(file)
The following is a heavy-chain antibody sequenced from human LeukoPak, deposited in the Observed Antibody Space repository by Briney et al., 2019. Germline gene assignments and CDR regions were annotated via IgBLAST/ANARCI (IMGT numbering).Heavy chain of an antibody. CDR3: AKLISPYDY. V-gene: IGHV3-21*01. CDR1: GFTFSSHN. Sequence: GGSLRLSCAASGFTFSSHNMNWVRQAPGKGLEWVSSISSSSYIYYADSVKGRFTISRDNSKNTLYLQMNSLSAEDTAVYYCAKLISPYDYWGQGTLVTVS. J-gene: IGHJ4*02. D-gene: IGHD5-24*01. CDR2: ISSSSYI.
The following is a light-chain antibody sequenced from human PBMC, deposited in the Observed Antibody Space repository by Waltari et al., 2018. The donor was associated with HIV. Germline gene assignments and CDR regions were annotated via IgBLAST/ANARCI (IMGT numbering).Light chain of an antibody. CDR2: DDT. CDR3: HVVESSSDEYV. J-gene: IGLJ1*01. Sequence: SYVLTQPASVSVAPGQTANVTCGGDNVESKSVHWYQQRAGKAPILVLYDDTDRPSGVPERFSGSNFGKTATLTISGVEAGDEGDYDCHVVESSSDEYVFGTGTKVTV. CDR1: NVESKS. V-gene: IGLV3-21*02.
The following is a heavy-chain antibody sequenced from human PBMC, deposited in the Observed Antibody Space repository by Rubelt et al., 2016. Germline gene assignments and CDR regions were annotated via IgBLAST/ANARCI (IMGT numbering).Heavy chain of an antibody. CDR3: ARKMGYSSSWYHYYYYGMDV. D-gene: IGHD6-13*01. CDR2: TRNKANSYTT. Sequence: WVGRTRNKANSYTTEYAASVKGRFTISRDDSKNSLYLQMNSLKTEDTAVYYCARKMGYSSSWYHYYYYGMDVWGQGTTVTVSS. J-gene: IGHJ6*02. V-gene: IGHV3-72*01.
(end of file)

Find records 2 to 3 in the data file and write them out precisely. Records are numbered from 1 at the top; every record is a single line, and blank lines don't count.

The following is a light-chain antibody sequenced from human PBMC, deposited in the Observed Antibody Space repository by Waltari et al., 2018. The donor was associated with HIV. Germline gene assignments and CDR regions were annotated via IgBLAST/ANARCI (IMGT numbering).Light chain of an antibody. CDR2: DDT. CDR3: HVVESSSDEYV. J-gene: IGLJ1*01. Sequence: SYVLTQPASVSVAPGQTANVTCGGDNVESKSVHWYQQRAGKAPILVLYDDTDRPSGVPERFSGSNFGKTATLTISGVEAGDEGDYDCHVVESSSDEYVFGTGTKVTV. CDR1: NVESKS. V-gene: IGLV3-21*02.
The following is a heavy-chain antibody sequenced from human PBMC, deposited in the Observed Antibody Space repository by Rubelt et al., 2016. Germline gene assignments and CDR regions were annotated via IgBLAST/ANARCI (IMGT numbering).Heavy chain of an antibody. CDR3: ARKMGYSSSWYHYYYYGMDV. D-gene: IGHD6-13*01. CDR2: TRNKANSYTT. Sequence: WVGRTRNKANSYTTEYAASVKGRFTISRDDSKNSLYLQMNSLKTEDTAVYYCARKMGYSSSWYHYYYYGMDVWGQGTTVTVSS. J-gene: IGHJ6*02. V-gene: IGHV3-72*01.